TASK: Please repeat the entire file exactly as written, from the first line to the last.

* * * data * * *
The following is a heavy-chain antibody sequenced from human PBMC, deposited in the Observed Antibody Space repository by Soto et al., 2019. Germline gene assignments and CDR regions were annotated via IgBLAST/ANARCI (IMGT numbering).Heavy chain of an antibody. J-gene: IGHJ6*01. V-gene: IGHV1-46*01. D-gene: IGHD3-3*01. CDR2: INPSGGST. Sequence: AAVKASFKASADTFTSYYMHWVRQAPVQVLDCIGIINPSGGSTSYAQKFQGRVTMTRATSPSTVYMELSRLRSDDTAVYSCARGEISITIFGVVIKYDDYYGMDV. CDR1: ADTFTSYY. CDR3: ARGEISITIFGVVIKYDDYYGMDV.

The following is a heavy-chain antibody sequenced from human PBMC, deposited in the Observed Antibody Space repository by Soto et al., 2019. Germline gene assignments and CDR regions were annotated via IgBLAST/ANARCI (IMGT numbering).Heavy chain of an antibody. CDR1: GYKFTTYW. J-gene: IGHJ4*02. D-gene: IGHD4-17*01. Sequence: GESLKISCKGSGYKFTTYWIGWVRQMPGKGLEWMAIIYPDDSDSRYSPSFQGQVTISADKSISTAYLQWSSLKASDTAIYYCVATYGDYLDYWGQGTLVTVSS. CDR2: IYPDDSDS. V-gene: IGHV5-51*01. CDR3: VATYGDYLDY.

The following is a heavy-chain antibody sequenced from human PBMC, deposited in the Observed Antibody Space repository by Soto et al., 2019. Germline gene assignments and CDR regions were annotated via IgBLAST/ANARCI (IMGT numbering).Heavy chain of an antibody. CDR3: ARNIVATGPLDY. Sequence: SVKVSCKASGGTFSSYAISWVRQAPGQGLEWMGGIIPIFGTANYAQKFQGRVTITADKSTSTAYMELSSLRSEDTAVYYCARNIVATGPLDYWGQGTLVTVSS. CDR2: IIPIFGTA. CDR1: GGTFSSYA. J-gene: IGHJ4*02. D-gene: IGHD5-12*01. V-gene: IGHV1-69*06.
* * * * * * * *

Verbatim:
The following is a heavy-chain antibody sequenced from human PBMC, deposited in the Observed Antibody Space repository by Soto et al., 2019. Germline gene assignments and CDR regions were annotated via IgBLAST/ANARCI (IMGT numbering).Heavy chain of an antibody. J-gene: IGHJ6*01. V-gene: IGHV1-46*01. D-gene: IGHD3-3*01. CDR2: INPSGGST. Sequence: AAVKASFKASADTFTSYYMHWVRQAPVQVLDCIGIINPSGGSTSYAQKFQGRVTMTRATSPSTVYMELSRLRSDDTAVYSCARGEISITIFGVVIKYDDYYGMDV. CDR1: ADTFTSYY. CDR3: ARGEISITIFGVVIKYDDYYGMDV.

The following is a heavy-chain antibody sequenced from human PBMC, deposited in the Observed Antibody Space repository by Soto et al., 2019. Germline gene assignments and CDR regions were annotated via IgBLAST/ANARCI (IMGT numbering).Heavy chain of an antibody. CDR1: GYKFTTYW. J-gene: IGHJ4*02. D-gene: IGHD4-17*01. Sequence: GESLKISCKGSGYKFTTYWIGWVRQMPGKGLEWMAIIYPDDSDSRYSPSFQGQVTISADKSISTAYLQWSSLKASDTAIYYCVATYGDYLDYWGQGTLVTVSS. CDR2: IYPDDSDS. V-gene: IGHV5-51*01. CDR3: VATYGDYLDY.

The following is a heavy-chain antibody sequenced from human PBMC, deposited in the Observed Antibody Space repository by Soto et al., 2019. Germline gene assignments and CDR regions were annotated via IgBLAST/ANARCI (IMGT numbering).Heavy chain of an antibody. CDR3: ARNIVATGPLDY. Sequence: SVKVSCKASGGTFSSYAISWVRQAPGQGLEWMGGIIPIFGTANYAQKFQGRVTITADKSTSTAYMELSSLRSEDTAVYYCARNIVATGPLDYWGQGTLVTVSS. CDR2: IIPIFGTA. CDR1: GGTFSSYA. J-gene: IGHJ4*02. D-gene: IGHD5-12*01. V-gene: IGHV1-69*06.